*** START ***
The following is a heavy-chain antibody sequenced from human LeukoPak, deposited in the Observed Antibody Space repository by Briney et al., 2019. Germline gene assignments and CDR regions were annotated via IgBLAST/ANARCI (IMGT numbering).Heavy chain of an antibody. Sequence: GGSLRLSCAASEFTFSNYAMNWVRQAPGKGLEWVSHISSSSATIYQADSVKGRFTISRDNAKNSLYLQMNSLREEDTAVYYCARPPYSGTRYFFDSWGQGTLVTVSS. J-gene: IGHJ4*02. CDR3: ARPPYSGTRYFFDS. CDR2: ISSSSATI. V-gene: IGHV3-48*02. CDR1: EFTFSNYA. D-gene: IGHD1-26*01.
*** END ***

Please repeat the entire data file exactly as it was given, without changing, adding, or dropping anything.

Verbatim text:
The following is a heavy-chain antibody sequenced from human LeukoPak, deposited in the Observed Antibody Space repository by Briney et al., 2019. Germline gene assignments and CDR regions were annotated via IgBLAST/ANARCI (IMGT numbering).Heavy chain of an antibody. Sequence: GGSLRLSCAASEFTFSNYAMNWVRQAPGKGLEWVSHISSSSATIYQADSVKGRFTISRDNAKNSLYLQMNSLREEDTAVYYCARPPYSGTRYFFDSWGQGTLVTVSS. J-gene: IGHJ4*02. CDR3: ARPPYSGTRYFFDS. CDR2: ISSSSATI. V-gene: IGHV3-48*02. CDR1: EFTFSNYA. D-gene: IGHD1-26*01.